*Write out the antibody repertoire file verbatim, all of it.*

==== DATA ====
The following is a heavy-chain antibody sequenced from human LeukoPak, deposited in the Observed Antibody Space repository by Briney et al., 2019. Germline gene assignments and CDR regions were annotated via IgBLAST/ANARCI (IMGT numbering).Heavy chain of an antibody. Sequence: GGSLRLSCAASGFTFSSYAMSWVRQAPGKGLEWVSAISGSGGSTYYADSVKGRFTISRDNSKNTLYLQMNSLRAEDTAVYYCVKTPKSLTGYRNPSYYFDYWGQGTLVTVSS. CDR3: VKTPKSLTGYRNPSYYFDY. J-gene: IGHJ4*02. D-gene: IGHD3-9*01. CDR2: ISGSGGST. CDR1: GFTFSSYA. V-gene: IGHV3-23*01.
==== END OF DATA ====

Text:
The following is a heavy-chain antibody sequenced from human LeukoPak, deposited in the Observed Antibody Space repository by Briney et al., 2019. Germline gene assignments and CDR regions were annotated via IgBLAST/ANARCI (IMGT numbering).Heavy chain of an antibody. Sequence: GGSLRLSCAASGFTFSSYAMSWVRQAPGKGLEWVSAISGSGGSTYYADSVKGRFTISRDNSKNTLYLQMNSLRAEDTAVYYCVKTPKSLTGYRNPSYYFDYWGQGTLVTVSS. CDR3: VKTPKSLTGYRNPSYYFDY. J-gene: IGHJ4*02. D-gene: IGHD3-9*01. CDR2: ISGSGGST. CDR1: GFTFSSYA. V-gene: IGHV3-23*01.